There's a good chance your relationship with social media is a little fraught these days. Most of scroll through our feeds, give a post a quick glance, and offer one of the few "reactions" an app affords us. On Twitter, Facebook, and Instagram, we may see an article headline that speaks to us and give the post a "like," but it turns out, that "thumbs up" may actually be causing some issues. According to a recent study out of Ohio State University, there's a big problem with the "like" button. In reality, using it only means one thing: You spent less time reading the article you "liked."
Researchers at Ohio State University conducted an experiment involving 235 college students who were shown four different versions of a news site covering the controversial topics of abortion, welfare benefits, gun control, and affirmative action. In two scenarios, researchers announced via a banner ad that "voting" on the topics was allowed, while on the other two, it was advertised that voting was closed.
Results showed that subjects spent up to a minute and a half reading articles that agreed with their views as opposed to spending less than a minute reading those that opposed them. But they also found that subjects spent 12 seconds less reading each article when they learned they could vote—and they even voted on 12 percent of articles they never read at all.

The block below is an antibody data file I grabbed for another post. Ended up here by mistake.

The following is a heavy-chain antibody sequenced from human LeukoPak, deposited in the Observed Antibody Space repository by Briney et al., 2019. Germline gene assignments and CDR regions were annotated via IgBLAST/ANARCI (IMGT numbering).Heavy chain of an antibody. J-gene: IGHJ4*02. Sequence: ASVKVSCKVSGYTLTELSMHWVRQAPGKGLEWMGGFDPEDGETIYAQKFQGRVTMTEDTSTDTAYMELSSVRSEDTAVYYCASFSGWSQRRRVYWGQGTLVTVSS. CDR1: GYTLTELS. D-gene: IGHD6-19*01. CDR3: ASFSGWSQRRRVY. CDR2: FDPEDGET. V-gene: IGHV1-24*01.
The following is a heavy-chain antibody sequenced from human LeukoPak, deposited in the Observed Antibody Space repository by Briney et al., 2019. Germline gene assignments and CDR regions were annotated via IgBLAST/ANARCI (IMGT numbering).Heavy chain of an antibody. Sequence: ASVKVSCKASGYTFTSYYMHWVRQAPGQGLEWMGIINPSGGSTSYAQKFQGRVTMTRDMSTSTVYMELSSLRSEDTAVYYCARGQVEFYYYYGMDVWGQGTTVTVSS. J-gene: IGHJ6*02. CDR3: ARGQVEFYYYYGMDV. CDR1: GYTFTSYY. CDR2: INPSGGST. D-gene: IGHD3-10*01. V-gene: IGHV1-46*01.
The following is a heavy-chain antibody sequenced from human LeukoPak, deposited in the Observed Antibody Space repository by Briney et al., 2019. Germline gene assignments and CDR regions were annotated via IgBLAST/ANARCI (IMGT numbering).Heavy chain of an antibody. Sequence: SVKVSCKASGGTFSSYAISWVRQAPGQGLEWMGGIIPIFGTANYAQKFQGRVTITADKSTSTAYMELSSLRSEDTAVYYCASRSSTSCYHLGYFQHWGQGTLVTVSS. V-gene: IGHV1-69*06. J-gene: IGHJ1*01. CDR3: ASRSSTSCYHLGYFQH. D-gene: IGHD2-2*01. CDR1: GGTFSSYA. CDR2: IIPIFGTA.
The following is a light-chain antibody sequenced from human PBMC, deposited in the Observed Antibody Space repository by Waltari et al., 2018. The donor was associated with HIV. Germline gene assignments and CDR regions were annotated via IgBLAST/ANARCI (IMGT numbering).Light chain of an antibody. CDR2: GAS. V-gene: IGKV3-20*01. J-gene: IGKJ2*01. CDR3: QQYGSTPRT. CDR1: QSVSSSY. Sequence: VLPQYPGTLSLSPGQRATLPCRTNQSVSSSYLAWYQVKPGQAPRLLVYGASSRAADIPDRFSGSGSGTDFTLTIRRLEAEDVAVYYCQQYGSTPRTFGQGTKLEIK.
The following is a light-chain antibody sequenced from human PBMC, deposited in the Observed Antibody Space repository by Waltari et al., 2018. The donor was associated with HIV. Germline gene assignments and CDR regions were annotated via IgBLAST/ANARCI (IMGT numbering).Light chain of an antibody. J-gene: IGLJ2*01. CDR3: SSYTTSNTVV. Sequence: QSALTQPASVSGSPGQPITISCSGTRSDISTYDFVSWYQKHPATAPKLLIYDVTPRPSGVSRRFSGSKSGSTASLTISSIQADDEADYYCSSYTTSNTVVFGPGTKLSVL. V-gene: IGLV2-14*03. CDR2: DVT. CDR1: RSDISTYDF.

"When people are voting whether they like or dislike an article, they're expressing themselves," Daniel Sude, PhD, lead author of the study, said in a statement. "They are focused on their own thoughts and less on the content in the article."
He added: "It is like the old phrase, 'If you're talking, you're not listening.' People were talking back to the articles without listening to what they had to say."
The Ohio State study is not the first of its kind to bring our complex relationship with the "like" button into question. There's mounting evidence that our mental health can be greatly affected by the number of upvotes our posts get—even from the creators of these platforms themselves. In 2019, Twitter CEO Jack Dorsey said he was "not a fan of the heart-shaped 'like' button and that Twitter would be getting rid of it 'soon,'" The Daily Mail reported. (As any Twitter user can tell you though, it still exists today.) The statement came in the wake of a study that called for an "ethical overhaul" of social media after it was found that "likes" could ironically cause depression in social media users.
Still, some researchers claim that there is an immediate solution to the biggest problem with "liking" articles online. "Don't just click the 'like' button. Read the article and leave thoughtful comments that are more than just a positive or negative rating," Sude said. "Say why you liked or disliked the article. The way we express ourselves is important and can influence the way we think about an issue." And for more on how to communicate effectively in the digital age, check out People Don't Trust You If You Text With This Punctuation Mark, Study Says.